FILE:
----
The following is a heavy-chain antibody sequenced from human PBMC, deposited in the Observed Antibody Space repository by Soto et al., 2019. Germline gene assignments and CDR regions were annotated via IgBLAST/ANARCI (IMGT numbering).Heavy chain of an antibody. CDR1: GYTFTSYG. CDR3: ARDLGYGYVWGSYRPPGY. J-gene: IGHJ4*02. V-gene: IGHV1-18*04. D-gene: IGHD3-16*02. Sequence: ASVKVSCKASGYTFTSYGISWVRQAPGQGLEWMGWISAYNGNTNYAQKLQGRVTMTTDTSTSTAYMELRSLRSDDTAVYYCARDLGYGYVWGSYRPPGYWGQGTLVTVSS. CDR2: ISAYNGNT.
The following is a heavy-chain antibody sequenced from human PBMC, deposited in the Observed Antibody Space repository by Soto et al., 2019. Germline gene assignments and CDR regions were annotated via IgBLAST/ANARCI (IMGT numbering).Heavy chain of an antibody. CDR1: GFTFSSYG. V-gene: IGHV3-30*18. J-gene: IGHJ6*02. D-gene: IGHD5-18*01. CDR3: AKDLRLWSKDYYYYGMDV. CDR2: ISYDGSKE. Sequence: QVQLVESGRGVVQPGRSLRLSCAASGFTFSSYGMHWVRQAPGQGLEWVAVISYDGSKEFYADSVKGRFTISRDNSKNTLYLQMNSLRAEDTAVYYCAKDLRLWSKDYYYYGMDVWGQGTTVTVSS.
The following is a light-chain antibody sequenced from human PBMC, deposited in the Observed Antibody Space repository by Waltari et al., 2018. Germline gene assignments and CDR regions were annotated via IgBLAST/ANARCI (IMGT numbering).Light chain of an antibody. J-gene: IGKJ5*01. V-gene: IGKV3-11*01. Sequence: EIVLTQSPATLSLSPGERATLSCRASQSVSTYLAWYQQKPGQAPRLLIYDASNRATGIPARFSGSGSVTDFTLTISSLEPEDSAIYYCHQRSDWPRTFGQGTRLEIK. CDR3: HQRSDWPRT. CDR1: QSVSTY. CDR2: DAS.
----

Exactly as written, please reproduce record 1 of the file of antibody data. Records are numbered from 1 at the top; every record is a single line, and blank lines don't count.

The following is a heavy-chain antibody sequenced from human PBMC, deposited in the Observed Antibody Space repository by Soto et al., 2019. Germline gene assignments and CDR regions were annotated via IgBLAST/ANARCI (IMGT numbering).Heavy chain of an antibody. CDR1: GYTFTSYG. CDR3: ARDLGYGYVWGSYRPPGY. J-gene: IGHJ4*02. V-gene: IGHV1-18*04. D-gene: IGHD3-16*02. Sequence: ASVKVSCKASGYTFTSYGISWVRQAPGQGLEWMGWISAYNGNTNYAQKLQGRVTMTTDTSTSTAYMELRSLRSDDTAVYYCARDLGYGYVWGSYRPPGYWGQGTLVTVSS. CDR2: ISAYNGNT.